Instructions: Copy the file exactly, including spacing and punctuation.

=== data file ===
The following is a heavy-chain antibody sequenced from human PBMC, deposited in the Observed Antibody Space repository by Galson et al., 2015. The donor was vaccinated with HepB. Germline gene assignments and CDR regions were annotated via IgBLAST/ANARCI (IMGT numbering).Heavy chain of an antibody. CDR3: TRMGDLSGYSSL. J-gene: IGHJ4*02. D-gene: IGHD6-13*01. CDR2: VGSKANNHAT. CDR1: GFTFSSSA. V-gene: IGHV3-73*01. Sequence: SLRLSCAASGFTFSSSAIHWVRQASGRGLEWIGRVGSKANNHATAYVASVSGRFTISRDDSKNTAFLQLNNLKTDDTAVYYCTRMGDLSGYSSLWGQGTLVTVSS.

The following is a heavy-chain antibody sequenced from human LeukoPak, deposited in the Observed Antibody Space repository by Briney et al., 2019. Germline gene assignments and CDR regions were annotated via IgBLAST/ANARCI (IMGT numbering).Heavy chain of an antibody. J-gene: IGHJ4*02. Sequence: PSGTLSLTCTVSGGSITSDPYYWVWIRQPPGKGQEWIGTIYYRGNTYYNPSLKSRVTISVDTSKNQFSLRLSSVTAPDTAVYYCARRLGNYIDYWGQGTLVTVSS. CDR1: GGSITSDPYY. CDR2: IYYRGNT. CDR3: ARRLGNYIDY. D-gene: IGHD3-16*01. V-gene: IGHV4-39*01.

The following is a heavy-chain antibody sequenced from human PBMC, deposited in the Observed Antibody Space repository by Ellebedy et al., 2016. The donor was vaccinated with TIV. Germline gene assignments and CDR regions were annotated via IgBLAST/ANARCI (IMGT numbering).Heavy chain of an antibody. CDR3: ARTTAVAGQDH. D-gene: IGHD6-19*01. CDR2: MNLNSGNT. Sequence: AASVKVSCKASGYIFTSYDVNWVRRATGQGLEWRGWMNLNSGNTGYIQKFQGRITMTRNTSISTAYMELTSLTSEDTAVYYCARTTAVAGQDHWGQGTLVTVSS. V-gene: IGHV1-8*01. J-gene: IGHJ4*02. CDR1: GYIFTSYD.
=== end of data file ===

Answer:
The following is a heavy-chain antibody sequenced from human PBMC, deposited in the Observed Antibody Space repository by Galson et al., 2015. The donor was vaccinated with HepB. Germline gene assignments and CDR regions were annotated via IgBLAST/ANARCI (IMGT numbering).Heavy chain of an antibody. CDR3: TRMGDLSGYSSL. J-gene: IGHJ4*02. D-gene: IGHD6-13*01. CDR2: VGSKANNHAT. CDR1: GFTFSSSA. V-gene: IGHV3-73*01. Sequence: SLRLSCAASGFTFSSSAIHWVRQASGRGLEWIGRVGSKANNHATAYVASVSGRFTISRDDSKNTAFLQLNNLKTDDTAVYYCTRMGDLSGYSSLWGQGTLVTVSS.

The following is a heavy-chain antibody sequenced from human LeukoPak, deposited in the Observed Antibody Space repository by Briney et al., 2019. Germline gene assignments and CDR regions were annotated via IgBLAST/ANARCI (IMGT numbering).Heavy chain of an antibody. J-gene: IGHJ4*02. Sequence: PSGTLSLTCTVSGGSITSDPYYWVWIRQPPGKGQEWIGTIYYRGNTYYNPSLKSRVTISVDTSKNQFSLRLSSVTAPDTAVYYCARRLGNYIDYWGQGTLVTVSS. CDR1: GGSITSDPYY. CDR2: IYYRGNT. CDR3: ARRLGNYIDY. D-gene: IGHD3-16*01. V-gene: IGHV4-39*01.

The following is a heavy-chain antibody sequenced from human PBMC, deposited in the Observed Antibody Space repository by Ellebedy et al., 2016. The donor was vaccinated with TIV. Germline gene assignments and CDR regions were annotated via IgBLAST/ANARCI (IMGT numbering).Heavy chain of an antibody. CDR3: ARTTAVAGQDH. D-gene: IGHD6-19*01. CDR2: MNLNSGNT. Sequence: AASVKVSCKASGYIFTSYDVNWVRRATGQGLEWRGWMNLNSGNTGYIQKFQGRITMTRNTSISTAYMELTSLTSEDTAVYYCARTTAVAGQDHWGQGTLVTVSS. V-gene: IGHV1-8*01. J-gene: IGHJ4*02. CDR1: GYIFTSYD.